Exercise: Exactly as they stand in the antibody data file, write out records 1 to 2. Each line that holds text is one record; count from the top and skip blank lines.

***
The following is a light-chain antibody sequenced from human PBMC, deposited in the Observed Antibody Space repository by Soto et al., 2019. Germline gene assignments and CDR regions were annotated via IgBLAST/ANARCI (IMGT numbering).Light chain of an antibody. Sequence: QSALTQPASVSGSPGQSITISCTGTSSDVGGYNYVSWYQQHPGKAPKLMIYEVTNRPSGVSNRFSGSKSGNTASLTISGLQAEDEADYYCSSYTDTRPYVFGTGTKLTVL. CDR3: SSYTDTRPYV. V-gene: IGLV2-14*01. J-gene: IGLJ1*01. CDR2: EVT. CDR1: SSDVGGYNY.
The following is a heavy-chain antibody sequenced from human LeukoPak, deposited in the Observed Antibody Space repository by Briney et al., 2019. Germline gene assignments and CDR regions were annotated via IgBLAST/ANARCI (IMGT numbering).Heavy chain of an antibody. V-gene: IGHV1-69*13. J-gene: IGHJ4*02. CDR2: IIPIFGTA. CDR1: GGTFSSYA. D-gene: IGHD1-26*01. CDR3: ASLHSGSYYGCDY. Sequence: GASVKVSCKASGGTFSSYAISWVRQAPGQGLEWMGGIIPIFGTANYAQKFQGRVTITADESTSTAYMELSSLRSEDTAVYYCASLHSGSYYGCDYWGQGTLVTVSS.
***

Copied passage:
The following is a light-chain antibody sequenced from human PBMC, deposited in the Observed Antibody Space repository by Soto et al., 2019. Germline gene assignments and CDR regions were annotated via IgBLAST/ANARCI (IMGT numbering).Light chain of an antibody. Sequence: QSALTQPASVSGSPGQSITISCTGTSSDVGGYNYVSWYQQHPGKAPKLMIYEVTNRPSGVSNRFSGSKSGNTASLTISGLQAEDEADYYCSSYTDTRPYVFGTGTKLTVL. CDR3: SSYTDTRPYV. V-gene: IGLV2-14*01. J-gene: IGLJ1*01. CDR2: EVT. CDR1: SSDVGGYNY.
The following is a heavy-chain antibody sequenced from human LeukoPak, deposited in the Observed Antibody Space repository by Briney et al., 2019. Germline gene assignments and CDR regions were annotated via IgBLAST/ANARCI (IMGT numbering).Heavy chain of an antibody. V-gene: IGHV1-69*13. J-gene: IGHJ4*02. CDR2: IIPIFGTA. CDR1: GGTFSSYA. D-gene: IGHD1-26*01. CDR3: ASLHSGSYYGCDY. Sequence: GASVKVSCKASGGTFSSYAISWVRQAPGQGLEWMGGIIPIFGTANYAQKFQGRVTITADESTSTAYMELSSLRSEDTAVYYCASLHSGSYYGCDYWGQGTLVTVSS.